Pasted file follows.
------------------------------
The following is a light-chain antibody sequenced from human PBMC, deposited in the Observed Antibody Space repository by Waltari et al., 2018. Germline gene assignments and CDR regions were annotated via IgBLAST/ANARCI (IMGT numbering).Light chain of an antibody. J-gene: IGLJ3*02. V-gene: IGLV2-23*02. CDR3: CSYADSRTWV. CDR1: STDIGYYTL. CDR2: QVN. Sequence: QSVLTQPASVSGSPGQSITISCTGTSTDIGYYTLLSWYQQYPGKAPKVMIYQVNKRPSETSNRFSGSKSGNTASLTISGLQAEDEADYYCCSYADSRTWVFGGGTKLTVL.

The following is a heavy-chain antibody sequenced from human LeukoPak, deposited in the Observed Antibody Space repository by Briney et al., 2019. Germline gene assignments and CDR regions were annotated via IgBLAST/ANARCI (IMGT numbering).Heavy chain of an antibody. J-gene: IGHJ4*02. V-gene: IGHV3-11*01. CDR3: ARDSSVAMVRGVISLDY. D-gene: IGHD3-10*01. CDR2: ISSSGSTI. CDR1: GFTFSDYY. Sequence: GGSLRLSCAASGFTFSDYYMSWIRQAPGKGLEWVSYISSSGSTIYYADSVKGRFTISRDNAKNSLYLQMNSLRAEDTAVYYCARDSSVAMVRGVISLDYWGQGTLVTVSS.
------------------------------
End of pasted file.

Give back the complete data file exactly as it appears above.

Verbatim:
The following is a light-chain antibody sequenced from human PBMC, deposited in the Observed Antibody Space repository by Waltari et al., 2018. Germline gene assignments and CDR regions were annotated via IgBLAST/ANARCI (IMGT numbering).Light chain of an antibody. J-gene: IGLJ3*02. V-gene: IGLV2-23*02. CDR3: CSYADSRTWV. CDR1: STDIGYYTL. CDR2: QVN. Sequence: QSVLTQPASVSGSPGQSITISCTGTSTDIGYYTLLSWYQQYPGKAPKVMIYQVNKRPSETSNRFSGSKSGNTASLTISGLQAEDEADYYCCSYADSRTWVFGGGTKLTVL.

The following is a heavy-chain antibody sequenced from human LeukoPak, deposited in the Observed Antibody Space repository by Briney et al., 2019. Germline gene assignments and CDR regions were annotated via IgBLAST/ANARCI (IMGT numbering).Heavy chain of an antibody. J-gene: IGHJ4*02. V-gene: IGHV3-11*01. CDR3: ARDSSVAMVRGVISLDY. D-gene: IGHD3-10*01. CDR2: ISSSGSTI. CDR1: GFTFSDYY. Sequence: GGSLRLSCAASGFTFSDYYMSWIRQAPGKGLEWVSYISSSGSTIYYADSVKGRFTISRDNAKNSLYLQMNSLRAEDTAVYYCARDSSVAMVRGVISLDYWGQGTLVTVSS.